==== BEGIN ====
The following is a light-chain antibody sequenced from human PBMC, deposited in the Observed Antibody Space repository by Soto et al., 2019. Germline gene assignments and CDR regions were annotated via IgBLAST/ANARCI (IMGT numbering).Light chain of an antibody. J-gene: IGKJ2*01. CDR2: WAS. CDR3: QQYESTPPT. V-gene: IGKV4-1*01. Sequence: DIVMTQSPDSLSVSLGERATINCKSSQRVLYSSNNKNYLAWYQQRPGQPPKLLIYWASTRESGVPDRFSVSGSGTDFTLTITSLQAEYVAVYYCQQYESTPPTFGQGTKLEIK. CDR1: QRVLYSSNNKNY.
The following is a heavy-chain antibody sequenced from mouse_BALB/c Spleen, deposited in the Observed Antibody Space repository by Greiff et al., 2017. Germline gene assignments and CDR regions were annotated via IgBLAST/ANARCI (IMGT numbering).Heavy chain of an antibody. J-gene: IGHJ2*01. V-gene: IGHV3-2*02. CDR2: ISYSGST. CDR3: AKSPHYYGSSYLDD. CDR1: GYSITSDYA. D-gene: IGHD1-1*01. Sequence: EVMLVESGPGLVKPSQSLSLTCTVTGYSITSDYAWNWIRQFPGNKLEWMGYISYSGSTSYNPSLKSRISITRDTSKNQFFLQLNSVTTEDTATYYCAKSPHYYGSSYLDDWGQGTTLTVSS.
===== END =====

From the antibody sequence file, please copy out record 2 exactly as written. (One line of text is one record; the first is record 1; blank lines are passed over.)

The following is a heavy-chain antibody sequenced from mouse_BALB/c Spleen, deposited in the Observed Antibody Space repository by Greiff et al., 2017. Germline gene assignments and CDR regions were annotated via IgBLAST/ANARCI (IMGT numbering).Heavy chain of an antibody. J-gene: IGHJ2*01. V-gene: IGHV3-2*02. CDR2: ISYSGST. CDR3: AKSPHYYGSSYLDD. CDR1: GYSITSDYA. D-gene: IGHD1-1*01. Sequence: EVMLVESGPGLVKPSQSLSLTCTVTGYSITSDYAWNWIRQFPGNKLEWMGYISYSGSTSYNPSLKSRISITRDTSKNQFFLQLNSVTTEDTATYYCAKSPHYYGSSYLDDWGQGTTLTVSS.